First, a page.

Custom attributes & primitive variables

This tutorial will explain the different options you have when you want to add custom attributes to objects. You can access custom attributes in your Python code or in RenderMan shaders.

Standard Python attributes

The first and easiest option you have when you want to create a new attribute is the regular Python attribute access. You can add a new attribute just by assigning it to an object:

>>> from cgkit.all import *
>>> s = Sphere()
>>> hasattr(s, "spam")
>>> s.spam = "This is a new attribute"
>>> hasattr(s, "spam")
>>> print s.spam
This is a new attribute

All this is just regular Python stuff that can be used with most Python objects. However, there are a few disadvantages with this approach:

  • The new attribute isn’t animatable via the usual slot mechanism.
  • The C++ part of cgkit (or any external C++ code) can only access the attribute via the Python/C API which will slow it down.
  • You can only store one value per object whereas you might want to store one value per “subobject” such as faces or vertices.

The next sections will tell you how to remedy these deficiencies.

Custom slots

Instead of just creating a regular Python attribute that holds the desired value, you can create a slot that will hold the value. For example, let’s equip the OpenGL point light with an attribute that holds the number of photons to emit (which might be used by an export plugin that exports into a scene description of a global illumination renderer):

>>> lgt = GLPointLight()
>>> lgt.photons_slot = IntSlot(10000)
>>> lgt.addSlot("photons", lgt.photons_slot)

Here, we create an integer slot that will hold a value of 10000 as default value. The last line makes the slot available for everyone else to query:

>>> for s in lgt.iterSlots(): print s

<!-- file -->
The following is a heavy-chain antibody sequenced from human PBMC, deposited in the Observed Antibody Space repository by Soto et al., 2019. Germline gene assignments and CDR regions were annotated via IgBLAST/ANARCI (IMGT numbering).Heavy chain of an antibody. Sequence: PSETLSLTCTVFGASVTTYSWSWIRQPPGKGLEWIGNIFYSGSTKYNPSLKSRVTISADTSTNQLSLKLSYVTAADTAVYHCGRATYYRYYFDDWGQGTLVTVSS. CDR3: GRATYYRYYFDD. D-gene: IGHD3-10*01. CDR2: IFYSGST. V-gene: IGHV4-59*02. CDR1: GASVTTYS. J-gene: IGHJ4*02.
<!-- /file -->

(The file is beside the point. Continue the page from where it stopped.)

photons                <------ here is our new slot

...[TODO: add a paragraph about how to read and write the value. Future versions of cgkit might automatically make the value available as “photons” attribute. Currently, you have to create this property yourself (by using the slotPropertyCode() function, for example.]...

An export plugin might now test each light source for the photons slot and use its value if it’s available, otherwise it can just use a default value:

if lgt.hasSlot("photons"):
    photons = lgt.photons_slot.getValue()
    photons = default_value

By using a slot class to store the attribute we can now animate the value just like every other value by connecting it with another slot. Furthermore, the attribute is now visible to C++ code and no Python code has to be executed if a C++ component reads or sets the value of the attribute (the C++ code to test for the photons attribute would be quite similar than the above Python example).

Note however, that you can’t use this approach with every object there is. The object has to be a component object (or derived from it such as any world object).

Primitive variables

In the above examples, the new attribute always just carried one value (which might have been a list or a tuple, but even then it’s still just one isolated list or tuple) that belonged to the object where it was added. However, sometimes you want to have a finer granularity when you add an attribute to a geometric object. The value of the attribute might depend on where you actually are on the surface of your geometry. Suppose you want to render an outdoor scene where it’s snowing and you want to store the amount of snow that an object has accumulated. It’s obvious that the amount of snow is not constant all over a surface. Only those surface areas can accumulate snow that “see” the sky, i.e. the snow flakes are not blocked. So if your geometry is a triangle mesh you want to create one variable that stores a different value for every face or vertex of the mesh. This type of variable is called a primitive variable and is a specialty of a GeomObject class. The GeomObject classes have special methods to manipulate primitive variables. Here is an example of a mesh that will get a new “snow” attribute: